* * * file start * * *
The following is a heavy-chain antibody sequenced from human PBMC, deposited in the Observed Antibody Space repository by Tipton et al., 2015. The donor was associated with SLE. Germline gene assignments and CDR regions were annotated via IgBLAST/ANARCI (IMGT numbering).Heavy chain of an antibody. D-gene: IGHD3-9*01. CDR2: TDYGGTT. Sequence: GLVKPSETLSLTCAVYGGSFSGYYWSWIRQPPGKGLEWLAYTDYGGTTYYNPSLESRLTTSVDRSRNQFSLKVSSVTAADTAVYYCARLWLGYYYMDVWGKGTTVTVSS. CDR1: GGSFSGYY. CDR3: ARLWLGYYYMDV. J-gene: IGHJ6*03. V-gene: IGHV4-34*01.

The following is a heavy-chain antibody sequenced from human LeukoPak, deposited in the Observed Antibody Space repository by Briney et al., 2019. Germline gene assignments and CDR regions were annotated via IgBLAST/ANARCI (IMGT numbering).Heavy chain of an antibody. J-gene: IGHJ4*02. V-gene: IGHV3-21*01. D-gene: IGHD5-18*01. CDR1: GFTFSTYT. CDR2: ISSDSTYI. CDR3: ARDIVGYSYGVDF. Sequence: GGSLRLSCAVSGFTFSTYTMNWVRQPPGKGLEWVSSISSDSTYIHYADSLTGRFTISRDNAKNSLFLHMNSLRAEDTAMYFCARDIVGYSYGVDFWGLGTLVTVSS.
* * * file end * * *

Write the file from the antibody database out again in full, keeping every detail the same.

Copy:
The following is a heavy-chain antibody sequenced from human PBMC, deposited in the Observed Antibody Space repository by Tipton et al., 2015. The donor was associated with SLE. Germline gene assignments and CDR regions were annotated via IgBLAST/ANARCI (IMGT numbering).Heavy chain of an antibody. D-gene: IGHD3-9*01. CDR2: TDYGGTT. Sequence: GLVKPSETLSLTCAVYGGSFSGYYWSWIRQPPGKGLEWLAYTDYGGTTYYNPSLESRLTTSVDRSRNQFSLKVSSVTAADTAVYYCARLWLGYYYMDVWGKGTTVTVSS. CDR1: GGSFSGYY. CDR3: ARLWLGYYYMDV. J-gene: IGHJ6*03. V-gene: IGHV4-34*01.

The following is a heavy-chain antibody sequenced from human LeukoPak, deposited in the Observed Antibody Space repository by Briney et al., 2019. Germline gene assignments and CDR regions were annotated via IgBLAST/ANARCI (IMGT numbering).Heavy chain of an antibody. J-gene: IGHJ4*02. V-gene: IGHV3-21*01. D-gene: IGHD5-18*01. CDR1: GFTFSTYT. CDR2: ISSDSTYI. CDR3: ARDIVGYSYGVDF. Sequence: GGSLRLSCAVSGFTFSTYTMNWVRQPPGKGLEWVSSISSDSTYIHYADSLTGRFTISRDNAKNSLFLHMNSLRAEDTAMYFCARDIVGYSYGVDFWGLGTLVTVSS.